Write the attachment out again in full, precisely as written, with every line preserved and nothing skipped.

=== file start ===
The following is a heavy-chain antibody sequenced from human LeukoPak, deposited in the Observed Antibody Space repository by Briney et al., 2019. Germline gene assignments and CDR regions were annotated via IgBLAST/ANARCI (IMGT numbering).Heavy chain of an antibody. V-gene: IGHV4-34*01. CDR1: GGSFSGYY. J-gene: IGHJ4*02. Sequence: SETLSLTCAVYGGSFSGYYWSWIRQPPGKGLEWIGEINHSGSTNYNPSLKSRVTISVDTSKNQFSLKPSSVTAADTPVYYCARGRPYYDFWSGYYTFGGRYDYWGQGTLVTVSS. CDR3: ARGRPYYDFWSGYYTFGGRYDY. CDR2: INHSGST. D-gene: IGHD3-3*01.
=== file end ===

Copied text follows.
The following is a heavy-chain antibody sequenced from human LeukoPak, deposited in the Observed Antibody Space repository by Briney et al., 2019. Germline gene assignments and CDR regions were annotated via IgBLAST/ANARCI (IMGT numbering).Heavy chain of an antibody. V-gene: IGHV4-34*01. CDR1: GGSFSGYY. J-gene: IGHJ4*02. Sequence: SETLSLTCAVYGGSFSGYYWSWIRQPPGKGLEWIGEINHSGSTNYNPSLKSRVTISVDTSKNQFSLKPSSVTAADTPVYYCARGRPYYDFWSGYYTFGGRYDYWGQGTLVTVSS. CDR3: ARGRPYYDFWSGYYTFGGRYDY. CDR2: INHSGST. D-gene: IGHD3-3*01.